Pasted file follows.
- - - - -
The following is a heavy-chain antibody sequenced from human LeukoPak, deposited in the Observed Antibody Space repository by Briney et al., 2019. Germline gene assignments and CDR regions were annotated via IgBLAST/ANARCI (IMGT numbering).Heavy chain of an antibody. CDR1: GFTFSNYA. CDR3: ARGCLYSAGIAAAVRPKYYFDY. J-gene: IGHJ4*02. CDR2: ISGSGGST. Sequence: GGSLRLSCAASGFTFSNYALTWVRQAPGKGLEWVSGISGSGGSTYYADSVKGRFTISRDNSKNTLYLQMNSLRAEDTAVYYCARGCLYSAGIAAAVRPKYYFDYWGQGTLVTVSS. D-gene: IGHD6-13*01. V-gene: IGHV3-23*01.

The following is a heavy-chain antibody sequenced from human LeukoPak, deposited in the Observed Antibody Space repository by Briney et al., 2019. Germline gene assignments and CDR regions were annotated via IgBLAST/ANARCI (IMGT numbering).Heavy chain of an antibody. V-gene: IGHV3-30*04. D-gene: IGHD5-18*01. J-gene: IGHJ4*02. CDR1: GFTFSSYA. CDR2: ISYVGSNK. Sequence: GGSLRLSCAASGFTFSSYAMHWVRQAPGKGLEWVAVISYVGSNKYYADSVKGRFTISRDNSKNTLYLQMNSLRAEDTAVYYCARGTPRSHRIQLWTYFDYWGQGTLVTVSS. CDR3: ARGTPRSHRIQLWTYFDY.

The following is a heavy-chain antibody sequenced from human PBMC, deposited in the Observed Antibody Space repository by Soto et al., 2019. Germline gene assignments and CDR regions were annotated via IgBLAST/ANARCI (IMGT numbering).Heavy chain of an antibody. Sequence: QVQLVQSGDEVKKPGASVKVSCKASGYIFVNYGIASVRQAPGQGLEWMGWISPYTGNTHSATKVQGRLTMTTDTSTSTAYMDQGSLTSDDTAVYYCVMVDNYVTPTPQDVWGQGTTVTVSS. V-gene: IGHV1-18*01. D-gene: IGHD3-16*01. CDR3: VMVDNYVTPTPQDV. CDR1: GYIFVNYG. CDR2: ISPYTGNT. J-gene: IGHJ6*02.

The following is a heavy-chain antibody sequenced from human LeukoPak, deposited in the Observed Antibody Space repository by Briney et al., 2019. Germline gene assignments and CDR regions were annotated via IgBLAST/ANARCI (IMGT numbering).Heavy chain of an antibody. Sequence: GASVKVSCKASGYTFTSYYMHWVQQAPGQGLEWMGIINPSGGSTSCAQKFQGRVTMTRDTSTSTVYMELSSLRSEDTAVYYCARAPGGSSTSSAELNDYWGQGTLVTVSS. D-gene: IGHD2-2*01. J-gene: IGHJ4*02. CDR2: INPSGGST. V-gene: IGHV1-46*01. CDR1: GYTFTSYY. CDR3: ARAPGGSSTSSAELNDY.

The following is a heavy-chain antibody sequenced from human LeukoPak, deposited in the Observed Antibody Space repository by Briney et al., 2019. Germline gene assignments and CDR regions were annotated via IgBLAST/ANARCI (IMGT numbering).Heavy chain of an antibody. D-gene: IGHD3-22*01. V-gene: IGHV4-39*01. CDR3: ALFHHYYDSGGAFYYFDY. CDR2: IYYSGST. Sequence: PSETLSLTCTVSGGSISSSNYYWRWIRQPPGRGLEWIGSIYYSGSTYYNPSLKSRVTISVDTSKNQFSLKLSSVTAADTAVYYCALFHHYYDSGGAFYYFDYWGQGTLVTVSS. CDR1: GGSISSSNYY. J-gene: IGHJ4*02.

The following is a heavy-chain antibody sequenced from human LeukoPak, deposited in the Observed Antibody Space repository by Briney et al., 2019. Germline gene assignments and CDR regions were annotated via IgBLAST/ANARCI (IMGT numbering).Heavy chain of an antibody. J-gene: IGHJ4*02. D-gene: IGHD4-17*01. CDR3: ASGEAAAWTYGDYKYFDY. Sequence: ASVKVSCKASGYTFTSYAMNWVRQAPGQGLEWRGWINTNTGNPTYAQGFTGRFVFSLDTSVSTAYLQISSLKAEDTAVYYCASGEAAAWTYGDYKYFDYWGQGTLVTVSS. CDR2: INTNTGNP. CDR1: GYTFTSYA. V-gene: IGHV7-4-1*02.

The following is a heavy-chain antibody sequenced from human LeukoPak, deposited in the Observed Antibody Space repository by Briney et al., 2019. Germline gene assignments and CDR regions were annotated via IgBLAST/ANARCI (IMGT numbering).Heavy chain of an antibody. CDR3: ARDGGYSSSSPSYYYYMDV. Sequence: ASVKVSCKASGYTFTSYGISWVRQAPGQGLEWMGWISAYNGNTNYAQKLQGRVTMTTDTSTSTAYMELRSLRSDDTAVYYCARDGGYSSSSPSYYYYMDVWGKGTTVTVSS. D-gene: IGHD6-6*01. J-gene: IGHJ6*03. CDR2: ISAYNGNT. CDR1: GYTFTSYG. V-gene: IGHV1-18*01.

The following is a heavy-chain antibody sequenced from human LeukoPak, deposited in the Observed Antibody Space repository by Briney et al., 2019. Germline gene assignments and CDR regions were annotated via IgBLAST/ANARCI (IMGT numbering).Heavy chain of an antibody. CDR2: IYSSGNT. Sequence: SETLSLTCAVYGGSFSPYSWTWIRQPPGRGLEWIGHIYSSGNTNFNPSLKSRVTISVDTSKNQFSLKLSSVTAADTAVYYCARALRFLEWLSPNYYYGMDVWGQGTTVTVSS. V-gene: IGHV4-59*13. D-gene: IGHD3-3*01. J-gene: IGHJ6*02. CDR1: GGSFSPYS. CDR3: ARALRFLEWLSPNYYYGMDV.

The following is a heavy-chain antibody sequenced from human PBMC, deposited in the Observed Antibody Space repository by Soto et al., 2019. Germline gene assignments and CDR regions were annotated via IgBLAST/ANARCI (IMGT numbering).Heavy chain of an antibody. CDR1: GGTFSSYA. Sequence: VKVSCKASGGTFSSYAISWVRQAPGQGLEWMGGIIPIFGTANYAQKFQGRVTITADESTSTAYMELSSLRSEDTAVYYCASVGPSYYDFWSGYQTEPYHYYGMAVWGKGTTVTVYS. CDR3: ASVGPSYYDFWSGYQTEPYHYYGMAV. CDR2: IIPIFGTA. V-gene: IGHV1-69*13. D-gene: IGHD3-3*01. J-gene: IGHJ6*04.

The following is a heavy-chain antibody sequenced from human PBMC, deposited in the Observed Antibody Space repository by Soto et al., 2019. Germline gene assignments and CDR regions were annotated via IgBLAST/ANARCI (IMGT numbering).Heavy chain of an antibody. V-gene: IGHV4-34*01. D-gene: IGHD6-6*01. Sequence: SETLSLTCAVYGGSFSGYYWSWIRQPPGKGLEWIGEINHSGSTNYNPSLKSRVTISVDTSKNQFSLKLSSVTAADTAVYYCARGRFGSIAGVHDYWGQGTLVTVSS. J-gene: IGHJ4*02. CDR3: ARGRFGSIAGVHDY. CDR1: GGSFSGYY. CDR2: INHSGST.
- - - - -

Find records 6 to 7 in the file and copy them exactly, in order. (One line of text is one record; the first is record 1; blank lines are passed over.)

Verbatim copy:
The following is a heavy-chain antibody sequenced from human LeukoPak, deposited in the Observed Antibody Space repository by Briney et al., 2019. Germline gene assignments and CDR regions were annotated via IgBLAST/ANARCI (IMGT numbering).Heavy chain of an antibody. J-gene: IGHJ4*02. D-gene: IGHD4-17*01. CDR3: ASGEAAAWTYGDYKYFDY. Sequence: ASVKVSCKASGYTFTSYAMNWVRQAPGQGLEWRGWINTNTGNPTYAQGFTGRFVFSLDTSVSTAYLQISSLKAEDTAVYYCASGEAAAWTYGDYKYFDYWGQGTLVTVSS. CDR2: INTNTGNP. CDR1: GYTFTSYA. V-gene: IGHV7-4-1*02.

The following is a heavy-chain antibody sequenced from human LeukoPak, deposited in the Observed Antibody Space repository by Briney et al., 2019. Germline gene assignments and CDR regions were annotated via IgBLAST/ANARCI (IMGT numbering).Heavy chain of an antibody. CDR3: ARDGGYSSSSPSYYYYMDV. Sequence: ASVKVSCKASGYTFTSYGISWVRQAPGQGLEWMGWISAYNGNTNYAQKLQGRVTMTTDTSTSTAYMELRSLRSDDTAVYYCARDGGYSSSSPSYYYYMDVWGKGTTVTVSS. D-gene: IGHD6-6*01. J-gene: IGHJ6*03. CDR2: ISAYNGNT. CDR1: GYTFTSYG. V-gene: IGHV1-18*01.